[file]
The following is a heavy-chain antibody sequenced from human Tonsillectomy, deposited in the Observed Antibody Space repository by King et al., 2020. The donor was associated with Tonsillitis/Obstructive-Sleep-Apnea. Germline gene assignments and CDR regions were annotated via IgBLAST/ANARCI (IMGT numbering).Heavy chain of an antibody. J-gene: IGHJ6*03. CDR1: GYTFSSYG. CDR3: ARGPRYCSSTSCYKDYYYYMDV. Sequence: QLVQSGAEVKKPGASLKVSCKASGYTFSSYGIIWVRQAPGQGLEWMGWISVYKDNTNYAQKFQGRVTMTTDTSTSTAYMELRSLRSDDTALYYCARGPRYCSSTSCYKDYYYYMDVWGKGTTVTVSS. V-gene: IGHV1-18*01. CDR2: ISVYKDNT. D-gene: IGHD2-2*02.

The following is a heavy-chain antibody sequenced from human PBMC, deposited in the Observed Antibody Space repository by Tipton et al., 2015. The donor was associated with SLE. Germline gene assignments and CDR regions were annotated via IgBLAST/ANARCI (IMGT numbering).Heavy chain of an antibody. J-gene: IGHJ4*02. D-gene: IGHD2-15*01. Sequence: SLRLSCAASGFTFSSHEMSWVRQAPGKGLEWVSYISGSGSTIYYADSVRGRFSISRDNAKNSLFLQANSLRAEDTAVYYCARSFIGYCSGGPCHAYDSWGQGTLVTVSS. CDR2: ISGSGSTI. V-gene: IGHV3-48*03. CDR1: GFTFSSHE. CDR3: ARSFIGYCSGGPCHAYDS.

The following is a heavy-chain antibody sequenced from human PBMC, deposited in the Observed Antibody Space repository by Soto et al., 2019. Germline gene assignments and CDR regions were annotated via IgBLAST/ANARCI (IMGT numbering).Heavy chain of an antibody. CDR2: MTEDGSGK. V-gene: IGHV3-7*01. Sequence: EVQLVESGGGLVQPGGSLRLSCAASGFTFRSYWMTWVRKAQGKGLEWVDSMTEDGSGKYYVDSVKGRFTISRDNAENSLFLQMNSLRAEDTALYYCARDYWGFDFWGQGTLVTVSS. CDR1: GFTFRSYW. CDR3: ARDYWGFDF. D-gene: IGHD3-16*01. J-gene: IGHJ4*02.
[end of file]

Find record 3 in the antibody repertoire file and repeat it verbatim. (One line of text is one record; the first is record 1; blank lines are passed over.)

The following is a heavy-chain antibody sequenced from human PBMC, deposited in the Observed Antibody Space repository by Soto et al., 2019. Germline gene assignments and CDR regions were annotated via IgBLAST/ANARCI (IMGT numbering).Heavy chain of an antibody. CDR2: MTEDGSGK. V-gene: IGHV3-7*01. Sequence: EVQLVESGGGLVQPGGSLRLSCAASGFTFRSYWMTWVRKAQGKGLEWVDSMTEDGSGKYYVDSVKGRFTISRDNAENSLFLQMNSLRAEDTALYYCARDYWGFDFWGQGTLVTVSS. CDR1: GFTFRSYW. CDR3: ARDYWGFDF. D-gene: IGHD3-16*01. J-gene: IGHJ4*02.